The 1000 Problems site is an excellent collection of resources organised into collections on Number, Algebra, Shape and Space and Statistics. Within each category problems are organised by age and key words and a clear description are given for each problem. Extension questions are available for each category. For each problem a file can be downloaded which includes solutions.
Looking at the Mathematician sample problems for example we see a collection of mostly Junior (Junior level is aimed for those in Middle School/lower High School (in Grade 9 and below)) resources including mixed question sets and also some by topic.
Now on the outstanding Diagnostic Quesions site – United Kingdom Mathematics Trust Quizzes– choose a theme or a quiz with random topics. To use the resources will need to be logged in to Diagnostic Questions. Create an account if you have not already done so as this site with thousands of high quality diagnostic questions and additional analytical features is free and note the reassurance on the site that Diagnostic Questions are giving “you, the teacher in the classroom, a promise that Diagnostic Questions will always remain free.” (See this post for Diagnostic Examination Questions).
From AQA, on their ‘All About Maths‘ site see their Further Guidance and Practice Questions for the AO2 and AO3 requirements of the new 8300 GCSE. The 120 questions in this resource have been selected from legacy specifications which, to quote AQA “exemplify each of the strands of these Assessment Objectives and would therefore be suitable questions for the new GCSE as well.” AQA have arranged the questions in approximate order of difficulty andhave also divided them into those suitable for Foundation tier only, common to both tiers, and those suitable for Higher tier only, as well as by Assessment Objective. To
Remember from AQA we also have the excellent, GCSE Mathsematics: 90 maths problem solving questions. These problems have been designed for use in supporting the teaching and learning of mathematics. There is a helpful intruductory section for teachers and note also the helpful Classification Tables by Strategy and by Content Area. Em, @EJmathshas a brilliant PowerPoint with all the questions and answers – see it here.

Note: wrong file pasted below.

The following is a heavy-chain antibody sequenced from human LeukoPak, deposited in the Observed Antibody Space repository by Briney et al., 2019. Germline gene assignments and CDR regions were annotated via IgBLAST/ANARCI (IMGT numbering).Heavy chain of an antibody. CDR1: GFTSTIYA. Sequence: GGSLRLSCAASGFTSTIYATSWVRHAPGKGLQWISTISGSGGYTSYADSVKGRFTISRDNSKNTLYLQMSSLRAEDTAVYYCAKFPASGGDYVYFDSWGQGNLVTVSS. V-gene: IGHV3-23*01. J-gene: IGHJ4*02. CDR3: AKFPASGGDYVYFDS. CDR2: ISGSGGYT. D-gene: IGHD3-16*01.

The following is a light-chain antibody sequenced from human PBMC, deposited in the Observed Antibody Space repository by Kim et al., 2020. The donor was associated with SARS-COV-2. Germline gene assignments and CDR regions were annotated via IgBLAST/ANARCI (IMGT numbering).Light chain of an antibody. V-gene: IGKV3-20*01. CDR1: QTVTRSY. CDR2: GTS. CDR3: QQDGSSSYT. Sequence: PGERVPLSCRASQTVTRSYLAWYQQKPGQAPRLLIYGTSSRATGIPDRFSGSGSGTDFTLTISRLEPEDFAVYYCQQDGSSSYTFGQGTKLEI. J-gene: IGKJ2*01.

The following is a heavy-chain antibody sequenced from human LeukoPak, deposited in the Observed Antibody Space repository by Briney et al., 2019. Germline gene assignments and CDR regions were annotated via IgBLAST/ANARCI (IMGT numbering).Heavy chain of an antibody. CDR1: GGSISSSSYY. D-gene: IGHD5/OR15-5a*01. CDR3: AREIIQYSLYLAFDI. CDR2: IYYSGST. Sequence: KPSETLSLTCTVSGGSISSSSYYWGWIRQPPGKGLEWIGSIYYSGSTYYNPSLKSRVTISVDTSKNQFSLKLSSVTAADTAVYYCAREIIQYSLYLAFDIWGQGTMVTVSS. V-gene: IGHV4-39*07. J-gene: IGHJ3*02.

Staying with problem solving, on TES Resources cchristian’s Multi-Stage Problem Solving is an excellent resource. These problems could make great starter activities.
The booklet contains over 50 problem solving questions suitable for KS3 and GCSE classes, answers are also provided. Also from the team, their mastery schemes of learning now includes Year 7 material (UK age 11-12); an assessment is also available.
A resource that caught my eye recently is Steve Wyborney’s Splat! Definitely a resource I wnt to explore further; you can read Steve’s blog post and download the lessons here.
Thursday 2nd March is World Book Day; we could bring books and Mathematics together with some Statistics (at any time); have a look at this resource from TES, World Book Day Maths Data Investigationwhere students analyse word length and sentence length in some book extracts. UK readers who remember Statistics coursework, this brings back memories of AQA’s coursework task ‘Read All About It’ where students considered various newspapers and magazines for readability. Note too the launch of a new website, MathsThroughStories.orgis an international research-based initiative which sets out to explore various aspects of integrating stories reading and writing in mathematics instruction.
AQA – Read All About It
The extension task for the TES resource above considers the reading age of a text, you may wish to consider further readability formulae; if you paste some text to this site, Readability Formulasyou can easily check statistics for your chosen text and generate a reading age according to the various tests.
Now there’s an odd title – the link is the tools I have used recently.
They are two of my favourites that stay at the top of my favourites list – WordPress and Diigo.
Diigo because I can save and organise my numerous bookmarks as well as using the research tools for highlighting web pages and adding notes to annotate. Diigo’s facility to create lists is so useful; my latest list on Rich Tasks (Mathematics) puts together some useful links. Most if not all readers will know of nrich, but perhaps not so well known is the New Zealand Problem Solving sitewhich as well as numerous problems with teachers’ notes has guidance on problem solving strategies.
WordPress because it is easy to use, looks great, always reliable and I can share information so easily with my students and with other teachers. What is made available free is superb – I couldn’t resist their new theme, Greyzed (there have been many recently) for my blog with useful links for students.